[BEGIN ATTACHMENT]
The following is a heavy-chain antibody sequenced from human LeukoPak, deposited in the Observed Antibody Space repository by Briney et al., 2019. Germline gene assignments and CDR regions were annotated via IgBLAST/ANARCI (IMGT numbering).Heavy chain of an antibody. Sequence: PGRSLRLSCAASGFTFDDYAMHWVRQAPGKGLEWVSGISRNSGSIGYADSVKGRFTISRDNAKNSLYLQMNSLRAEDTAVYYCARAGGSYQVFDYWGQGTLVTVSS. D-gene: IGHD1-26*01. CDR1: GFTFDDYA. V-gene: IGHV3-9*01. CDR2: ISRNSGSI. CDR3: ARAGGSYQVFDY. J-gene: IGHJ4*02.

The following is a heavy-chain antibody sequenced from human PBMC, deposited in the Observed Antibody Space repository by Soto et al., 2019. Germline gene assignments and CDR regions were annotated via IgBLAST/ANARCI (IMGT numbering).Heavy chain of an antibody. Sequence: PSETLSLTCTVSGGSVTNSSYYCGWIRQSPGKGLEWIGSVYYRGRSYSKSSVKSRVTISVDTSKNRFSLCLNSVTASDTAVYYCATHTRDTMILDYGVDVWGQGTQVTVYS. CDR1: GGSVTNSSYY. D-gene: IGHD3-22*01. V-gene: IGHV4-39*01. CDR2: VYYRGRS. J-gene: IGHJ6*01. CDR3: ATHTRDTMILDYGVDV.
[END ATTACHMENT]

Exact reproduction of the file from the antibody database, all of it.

The following is a heavy-chain antibody sequenced from human LeukoPak, deposited in the Observed Antibody Space repository by Briney et al., 2019. Germline gene assignments and CDR regions were annotated via IgBLAST/ANARCI (IMGT numbering).Heavy chain of an antibody. Sequence: PGRSLRLSCAASGFTFDDYAMHWVRQAPGKGLEWVSGISRNSGSIGYADSVKGRFTISRDNAKNSLYLQMNSLRAEDTAVYYCARAGGSYQVFDYWGQGTLVTVSS. D-gene: IGHD1-26*01. CDR1: GFTFDDYA. V-gene: IGHV3-9*01. CDR2: ISRNSGSI. CDR3: ARAGGSYQVFDY. J-gene: IGHJ4*02.

The following is a heavy-chain antibody sequenced from human PBMC, deposited in the Observed Antibody Space repository by Soto et al., 2019. Germline gene assignments and CDR regions were annotated via IgBLAST/ANARCI (IMGT numbering).Heavy chain of an antibody. Sequence: PSETLSLTCTVSGGSVTNSSYYCGWIRQSPGKGLEWIGSVYYRGRSYSKSSVKSRVTISVDTSKNRFSLCLNSVTASDTAVYYCATHTRDTMILDYGVDVWGQGTQVTVYS. CDR1: GGSVTNSSYY. D-gene: IGHD3-22*01. V-gene: IGHV4-39*01. CDR2: VYYRGRS. J-gene: IGHJ6*01. CDR3: ATHTRDTMILDYGVDV.